More middle and lower income families will get an income boost under a fiscal package to be released by Labour today than under National's own spending plan, Labour says.
National delivered a $2 billion a year package of tax cuts of up to $20 a week in May's Budget, by shifting the two bottom thresholds from next April.
Labour delivers its election-year response today. It will not change tax thresholds and instead adopt what it says is a more targeted approach to deliver a boost in Working For Families and other support for middle and low income earners.
More money will also be pledged to education and health budgets.
Labour released part of the package last night - a new "winter energy payment" that would see people on superannuation or a main benefit get up to an extra $140 a month on top of their payments during winter.
The party says the "winter energy payment" will cost $374 million a year.
The payment would be $450 a year for a single person on a main benefit or superannuation, and $700 a year for a couple or a person with dependent children, paid in monthly payments from May to September.
The payment would not be limited to a specific type of expenditure - people would be able to spend it as they see fit. Labour says this could be on heating or investing in draught-stopping and insulation.
Eligible people will need to apply to Work and Income, and Labour has calculated the total cost on an expected take-up of 80 per cent.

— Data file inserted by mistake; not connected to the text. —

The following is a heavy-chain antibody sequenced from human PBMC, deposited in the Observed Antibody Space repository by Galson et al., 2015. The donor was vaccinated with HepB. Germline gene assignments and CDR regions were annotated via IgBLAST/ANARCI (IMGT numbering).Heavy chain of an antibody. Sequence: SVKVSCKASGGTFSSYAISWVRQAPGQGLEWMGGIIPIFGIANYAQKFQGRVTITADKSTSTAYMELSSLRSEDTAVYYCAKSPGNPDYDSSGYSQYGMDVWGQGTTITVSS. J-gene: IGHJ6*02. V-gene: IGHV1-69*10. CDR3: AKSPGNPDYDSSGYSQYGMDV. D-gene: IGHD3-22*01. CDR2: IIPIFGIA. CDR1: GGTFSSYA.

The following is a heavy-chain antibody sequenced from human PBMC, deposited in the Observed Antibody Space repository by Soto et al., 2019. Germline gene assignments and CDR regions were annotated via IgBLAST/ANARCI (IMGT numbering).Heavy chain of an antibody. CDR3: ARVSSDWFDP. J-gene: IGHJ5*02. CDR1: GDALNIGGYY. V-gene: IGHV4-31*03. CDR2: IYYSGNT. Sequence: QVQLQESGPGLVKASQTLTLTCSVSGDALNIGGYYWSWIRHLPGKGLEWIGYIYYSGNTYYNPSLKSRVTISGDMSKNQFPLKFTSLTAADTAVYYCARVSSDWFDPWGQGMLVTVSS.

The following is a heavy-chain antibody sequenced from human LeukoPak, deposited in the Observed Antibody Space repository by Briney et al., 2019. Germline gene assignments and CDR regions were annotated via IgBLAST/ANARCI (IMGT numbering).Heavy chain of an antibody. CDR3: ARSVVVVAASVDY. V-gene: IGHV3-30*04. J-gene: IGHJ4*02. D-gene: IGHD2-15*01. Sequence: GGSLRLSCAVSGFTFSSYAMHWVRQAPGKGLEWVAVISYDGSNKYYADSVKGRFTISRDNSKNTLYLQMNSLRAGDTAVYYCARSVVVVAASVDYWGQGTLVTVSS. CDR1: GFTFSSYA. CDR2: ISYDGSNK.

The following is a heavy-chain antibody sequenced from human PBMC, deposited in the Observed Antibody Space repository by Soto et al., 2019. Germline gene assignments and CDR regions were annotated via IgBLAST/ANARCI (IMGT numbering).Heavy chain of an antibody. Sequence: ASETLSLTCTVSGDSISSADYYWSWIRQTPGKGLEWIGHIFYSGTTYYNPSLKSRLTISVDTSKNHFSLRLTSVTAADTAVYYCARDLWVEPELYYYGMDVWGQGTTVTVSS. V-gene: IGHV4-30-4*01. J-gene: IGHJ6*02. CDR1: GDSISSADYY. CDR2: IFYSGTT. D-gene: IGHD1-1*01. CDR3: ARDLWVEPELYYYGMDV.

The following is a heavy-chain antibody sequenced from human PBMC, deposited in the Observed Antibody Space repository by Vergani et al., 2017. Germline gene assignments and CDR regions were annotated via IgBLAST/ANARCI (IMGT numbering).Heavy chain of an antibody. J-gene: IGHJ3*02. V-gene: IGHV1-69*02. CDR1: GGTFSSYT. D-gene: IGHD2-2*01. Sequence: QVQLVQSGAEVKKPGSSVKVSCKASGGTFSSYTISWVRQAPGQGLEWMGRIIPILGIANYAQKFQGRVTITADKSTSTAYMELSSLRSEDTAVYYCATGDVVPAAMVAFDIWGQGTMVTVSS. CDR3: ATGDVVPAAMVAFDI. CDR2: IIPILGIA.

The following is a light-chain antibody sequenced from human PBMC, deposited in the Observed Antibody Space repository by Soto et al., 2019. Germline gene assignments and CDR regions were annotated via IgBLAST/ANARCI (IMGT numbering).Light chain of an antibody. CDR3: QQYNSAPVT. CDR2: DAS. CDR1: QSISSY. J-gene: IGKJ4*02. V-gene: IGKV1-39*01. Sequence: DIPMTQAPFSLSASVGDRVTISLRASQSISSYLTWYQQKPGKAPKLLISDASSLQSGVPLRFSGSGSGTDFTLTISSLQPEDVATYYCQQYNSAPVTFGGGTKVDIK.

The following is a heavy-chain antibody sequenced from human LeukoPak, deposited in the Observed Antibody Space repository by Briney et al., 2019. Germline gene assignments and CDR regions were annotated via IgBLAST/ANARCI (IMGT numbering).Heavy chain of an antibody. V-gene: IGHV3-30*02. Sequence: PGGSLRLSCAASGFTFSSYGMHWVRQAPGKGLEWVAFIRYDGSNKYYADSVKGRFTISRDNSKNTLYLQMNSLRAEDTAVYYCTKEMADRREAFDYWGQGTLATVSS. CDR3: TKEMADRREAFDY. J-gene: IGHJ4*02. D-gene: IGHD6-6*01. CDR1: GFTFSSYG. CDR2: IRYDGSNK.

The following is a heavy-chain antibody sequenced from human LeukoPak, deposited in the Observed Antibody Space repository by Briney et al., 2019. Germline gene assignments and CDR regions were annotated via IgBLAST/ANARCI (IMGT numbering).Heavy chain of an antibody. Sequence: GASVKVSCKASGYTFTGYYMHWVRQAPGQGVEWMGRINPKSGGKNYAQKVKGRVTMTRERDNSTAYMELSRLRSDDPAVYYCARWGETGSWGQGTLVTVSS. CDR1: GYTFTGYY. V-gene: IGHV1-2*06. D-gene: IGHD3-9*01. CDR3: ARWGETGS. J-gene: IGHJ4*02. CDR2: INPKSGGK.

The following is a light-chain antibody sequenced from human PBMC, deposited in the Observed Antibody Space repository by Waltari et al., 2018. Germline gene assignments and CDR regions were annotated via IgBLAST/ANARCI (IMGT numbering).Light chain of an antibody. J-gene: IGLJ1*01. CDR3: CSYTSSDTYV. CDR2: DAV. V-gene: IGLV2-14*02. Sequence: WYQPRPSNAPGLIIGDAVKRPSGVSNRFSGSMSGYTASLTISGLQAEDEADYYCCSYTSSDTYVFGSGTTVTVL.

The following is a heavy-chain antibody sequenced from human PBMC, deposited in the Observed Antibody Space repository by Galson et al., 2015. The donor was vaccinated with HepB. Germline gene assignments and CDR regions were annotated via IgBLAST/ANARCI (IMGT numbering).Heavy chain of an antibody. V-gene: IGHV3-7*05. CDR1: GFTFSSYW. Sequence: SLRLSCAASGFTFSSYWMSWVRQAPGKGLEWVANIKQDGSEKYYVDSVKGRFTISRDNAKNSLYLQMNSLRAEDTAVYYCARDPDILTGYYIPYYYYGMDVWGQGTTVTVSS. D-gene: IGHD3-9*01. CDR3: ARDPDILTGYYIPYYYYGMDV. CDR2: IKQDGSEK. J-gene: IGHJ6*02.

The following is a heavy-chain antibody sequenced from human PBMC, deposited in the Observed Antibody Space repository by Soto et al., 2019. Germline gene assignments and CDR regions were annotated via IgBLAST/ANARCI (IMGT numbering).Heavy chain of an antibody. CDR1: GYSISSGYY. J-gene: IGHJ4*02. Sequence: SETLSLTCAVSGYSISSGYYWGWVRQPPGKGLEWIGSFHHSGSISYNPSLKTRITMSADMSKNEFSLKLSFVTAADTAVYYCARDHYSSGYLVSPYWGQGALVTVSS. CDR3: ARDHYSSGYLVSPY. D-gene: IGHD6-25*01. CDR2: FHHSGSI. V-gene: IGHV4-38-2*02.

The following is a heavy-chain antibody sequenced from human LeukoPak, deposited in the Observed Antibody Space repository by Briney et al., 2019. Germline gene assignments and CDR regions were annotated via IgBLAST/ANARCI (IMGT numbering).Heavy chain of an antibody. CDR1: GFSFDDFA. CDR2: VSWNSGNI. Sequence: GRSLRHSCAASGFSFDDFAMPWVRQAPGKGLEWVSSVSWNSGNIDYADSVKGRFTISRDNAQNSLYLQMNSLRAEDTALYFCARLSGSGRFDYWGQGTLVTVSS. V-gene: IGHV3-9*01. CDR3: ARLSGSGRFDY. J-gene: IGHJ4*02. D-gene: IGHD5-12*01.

Labour's finance spokesman Grant Robertson said there were many older Kiwis who simply did not heat their homes in winter because of a lack of money.
"We are really concerned that we have to provide some extra support for that very basic need, and that also applies to people on low incomes who are really struggling to do that."
Labour has already announced policy to fund 600,000 grants of up to $2000 per dwelling towards the cost of upgrading insulation and heating, saying this would be funded by closing a $150m-a-year speculators' tax loophole.
Robertson said the new winter energy payment was treating a symptom, not a cause. But he expected it to remain in place for the foreseeable future.
"Turning around the stock of housing in New Zealand is a long-term thing. Regardless of that, these are low-income, fixed-income people who particularly in winter face very high bills and we want to do something to help them."
Robertson said after the release of the wider package today people would have a clear view of Labour's priorities in government and how those differ from National's.
"We have been very clear that we believe there are a number of significant social deficits in New Zealand in health and housing and education. But also in rates of child poverty and the growth of inequality.
"We believe we have developed a package that addresses those concerns. And people will be very clear about the differences in priorities between Labour and National."
Asked about Labour's spending plan, Prime Minister Bill English yesterday indicated the country would only stay on a strong-growth track under National, and that would enable similar income relief in future years.
"It is not so much about the first one, although they will come up with something I'm sure. It's the ability for sustained economic success to deliver more benefits across the whole community."